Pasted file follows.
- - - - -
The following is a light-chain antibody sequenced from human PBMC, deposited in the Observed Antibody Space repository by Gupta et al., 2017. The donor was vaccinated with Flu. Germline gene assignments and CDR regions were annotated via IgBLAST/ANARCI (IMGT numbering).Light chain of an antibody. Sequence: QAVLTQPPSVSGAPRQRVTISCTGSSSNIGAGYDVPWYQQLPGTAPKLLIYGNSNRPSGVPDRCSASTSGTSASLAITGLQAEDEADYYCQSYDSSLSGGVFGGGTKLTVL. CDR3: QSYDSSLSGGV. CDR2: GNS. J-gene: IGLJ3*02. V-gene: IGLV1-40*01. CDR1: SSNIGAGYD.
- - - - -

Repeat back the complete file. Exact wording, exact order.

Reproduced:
The following is a light-chain antibody sequenced from human PBMC, deposited in the Observed Antibody Space repository by Gupta et al., 2017. The donor was vaccinated with Flu. Germline gene assignments and CDR regions were annotated via IgBLAST/ANARCI (IMGT numbering).Light chain of an antibody. Sequence: QAVLTQPPSVSGAPRQRVTISCTGSSSNIGAGYDVPWYQQLPGTAPKLLIYGNSNRPSGVPDRCSASTSGTSASLAITGLQAEDEADYYCQSYDSSLSGGVFGGGTKLTVL. CDR3: QSYDSSLSGGV. CDR2: GNS. J-gene: IGLJ3*02. V-gene: IGLV1-40*01. CDR1: SSNIGAGYD.